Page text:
The Dream of Travel Writing (vs. The Reality)

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I’ve always thought it would be crazy awesome if I were a travel writer. I love traveling and I love writing, so getting paid to travel around the world and write about it would be the ultimate dream job, right?

I’ve realized, though, that it’s not quite as simple as that.

Traveling can be stressful. It involves planning routes, catching trains, finding ways to make the most out of each place. It involves packing and repacking, trying to travel light while making sure you have something appropriate for every situation. Sometimes it involves holding your bladder if you can’t find a bathroom or holding your breath if someone in your train compartment has had too much garlic for lunch (like right this very moment, dammit).*

Then there’s the writing. It goes without saying that your stories should be interesting. People should want to read what you’ve written, and that’s the really hard part. After a while, you run out of adjectives to describe a scene. You try to write enthusiastically about some amazing thing you’ve seen but that’s difficult to do if you’re tired or hungry or in a hurry. Later you try to summon back your first thoughts and feelings about a particular place, but sometimes there’s just a limited window of time when you can translate your experience into words powerful enough to transport your reader to where you were.

Add the pressure of a deadline to all that, and…well, it’s still a crazy awesome job, but you begin to realize it isΒ a job and not just crazy awesomeness.

So: whereas before I used to say I dream of traveling and writing for a living, I’d like to edit that and say instead: I would love to travel and write for a living — I would do that in a heartbeat — but my ultimate dream is to someday have enough money to travel where I want, when I want, with the people I love, and write about it just because I want to.

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The Dream of Travel Writing (vs. The Reality)” was created by LSS for travel site Small-Town Girls, Midnight Trains. All rights reserved.

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*The nucleus of this post was written 3 years ago on a train from Nice to Marseille. I like garlicky stuff myself, but there’s garlic and then there’s too much garlic! πŸ™‚ I survived, by the way.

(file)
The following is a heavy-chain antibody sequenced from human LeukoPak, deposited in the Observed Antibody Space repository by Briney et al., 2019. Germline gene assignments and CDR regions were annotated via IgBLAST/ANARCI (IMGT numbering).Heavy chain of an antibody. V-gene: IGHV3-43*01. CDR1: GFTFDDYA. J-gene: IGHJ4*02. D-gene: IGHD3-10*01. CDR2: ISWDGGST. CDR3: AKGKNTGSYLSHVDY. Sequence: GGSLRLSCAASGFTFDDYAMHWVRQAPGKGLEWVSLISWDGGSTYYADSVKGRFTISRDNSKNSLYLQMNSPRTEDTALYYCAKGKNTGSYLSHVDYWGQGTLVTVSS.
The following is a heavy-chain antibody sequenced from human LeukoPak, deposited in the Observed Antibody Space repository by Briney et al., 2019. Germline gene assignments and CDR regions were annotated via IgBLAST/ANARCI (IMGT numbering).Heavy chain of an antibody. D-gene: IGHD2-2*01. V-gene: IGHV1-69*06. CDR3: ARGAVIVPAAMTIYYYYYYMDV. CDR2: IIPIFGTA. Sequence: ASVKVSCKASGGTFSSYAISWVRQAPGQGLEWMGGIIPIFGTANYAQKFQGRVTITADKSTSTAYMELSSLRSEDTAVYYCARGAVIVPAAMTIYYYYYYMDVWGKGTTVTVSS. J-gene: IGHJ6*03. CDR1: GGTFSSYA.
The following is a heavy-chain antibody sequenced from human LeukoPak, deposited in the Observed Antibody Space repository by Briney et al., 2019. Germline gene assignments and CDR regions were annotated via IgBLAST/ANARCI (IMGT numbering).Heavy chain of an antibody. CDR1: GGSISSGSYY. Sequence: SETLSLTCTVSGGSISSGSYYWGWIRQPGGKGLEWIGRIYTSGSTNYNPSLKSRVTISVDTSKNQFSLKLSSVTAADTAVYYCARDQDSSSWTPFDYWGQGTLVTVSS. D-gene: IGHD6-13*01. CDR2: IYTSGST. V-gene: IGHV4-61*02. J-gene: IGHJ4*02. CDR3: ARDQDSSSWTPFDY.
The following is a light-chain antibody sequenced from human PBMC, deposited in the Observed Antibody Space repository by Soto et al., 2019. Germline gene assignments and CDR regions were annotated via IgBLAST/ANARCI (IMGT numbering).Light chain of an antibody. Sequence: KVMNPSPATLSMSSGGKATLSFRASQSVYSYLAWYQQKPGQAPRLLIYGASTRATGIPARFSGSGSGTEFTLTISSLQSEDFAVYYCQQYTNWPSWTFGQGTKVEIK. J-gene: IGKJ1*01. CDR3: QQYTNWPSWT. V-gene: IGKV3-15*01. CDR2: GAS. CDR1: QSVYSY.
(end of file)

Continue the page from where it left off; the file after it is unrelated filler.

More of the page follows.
24 thoughts on “The Dream of Travel Writing (vs. The Reality)”

  • I love this post, and completely agree about the limited window of time to accurately describe your experience, with all of the strong feelings and emotions. Trying to go back and recapture that can be really hard!!

    • Thanks Nadine! Things written on the spot tend to have a different quality to them, don’t they? I mean, you can look back later on and try to capture how you felt — and you do this brilliantly with your Camino posts, by the way — but there’s a rawness that on-the-day writings have that’s so hard to replicate later on. When you were doing the Camino, did you try to write every day? Was that a goal, or did you just play it by ear?

      • Yes, there is definitely a different quality to things written on the spot… that rawness, as you described. I can see and feel the difference in my own writing- my posts that I wrote while on the Camino just have a different kind of energy, than the ones I wrote after I came home. Each captures something, but in a different way.

        When I started the Camino, I knew that I wanted to blog as much as I could, but I didn’t make it a goal to blog every day. Just as much as possible. I would have loved to write every day (especially now, looking back), but there were some days that I got caught up in all of the other stuff: exploring towns and spending time with people. So I don’t regret my approach, though I wish there had been a few more hours in each day, so I had time to do it all! πŸ™‚

  • Oh it does talk to me, the packing and unpacking… I travelled to South East Asia for 5 months last year so that was happening everyday haha! Oh finding our home bed sheets again was quite an unexpected delight I have to say! I think if you want to be a writer, go for it. I wanted to be a graphic designer, and I made it just before I turned 30. Plenty of time, for the one who really wants it.

    • I think the constant packing and unpacking becomes a problem when you hop from city to city, and yet it’s such a blessing to be able to travel that way, and there’s always a sense of…you’re not sure when you will be able to visit the area again, so make the most of it, and if it involves packing/unpacking everyday, so be it. πŸ™‚ Thanks for the encouragement! I love your designs so what you said is doubly inspiring!

    • Thank you! I’ve just been to your blog too and I especially love your post about going to London and Paris with your family. My sister lives in a different city now so we can’t travel together as a family as often as we would like, so my memories of travels with my family are especially precious to me. I wish you and your family all the best!

    • Here’s the long overdue reply! πŸ™‚ I love to write and I love to travel and I love to write about travel. And I would still probably do all that even if I didn’t get paid for it, BUT it would be nice to earn from it, eventually. πŸ™‚ I don’t think I will ever make travel writing my sole source of income, though — I wouldn’t want my schedule/itinerary at the disposal of editors, I wouldn’t like to hop on a plane at the drop of hat just for an article, I wouldn’t want my life controlled that way. I’d like to make traveling, writing and travel-writing a part of my life, without it ever getting to a point that I would resent it for taking away my life. I hope that makes sense! πŸ™‚

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